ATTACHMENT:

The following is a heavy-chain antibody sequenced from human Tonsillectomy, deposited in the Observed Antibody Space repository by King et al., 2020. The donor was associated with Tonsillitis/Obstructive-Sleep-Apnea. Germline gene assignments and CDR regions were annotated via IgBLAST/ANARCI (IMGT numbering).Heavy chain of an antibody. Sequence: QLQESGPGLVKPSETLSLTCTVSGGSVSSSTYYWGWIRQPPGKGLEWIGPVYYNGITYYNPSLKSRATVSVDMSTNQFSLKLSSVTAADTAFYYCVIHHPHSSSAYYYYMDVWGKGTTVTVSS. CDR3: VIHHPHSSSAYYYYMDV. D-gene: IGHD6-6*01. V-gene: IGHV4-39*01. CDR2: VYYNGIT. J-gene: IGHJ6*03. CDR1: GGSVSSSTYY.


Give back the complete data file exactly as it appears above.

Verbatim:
The following is a heavy-chain antibody sequenced from human Tonsillectomy, deposited in the Observed Antibody Space repository by King et al., 2020. The donor was associated with Tonsillitis/Obstructive-Sleep-Apnea. Germline gene assignments and CDR regions were annotated via IgBLAST/ANARCI (IMGT numbering).Heavy chain of an antibody. Sequence: QLQESGPGLVKPSETLSLTCTVSGGSVSSSTYYWGWIRQPPGKGLEWIGPVYYNGITYYNPSLKSRATVSVDMSTNQFSLKLSSVTAADTAFYYCVIHHPHSSSAYYYYMDVWGKGTTVTVSS. CDR3: VIHHPHSSSAYYYYMDV. D-gene: IGHD6-6*01. V-gene: IGHV4-39*01. CDR2: VYYNGIT. J-gene: IGHJ6*03. CDR1: GGSVSSSTYY.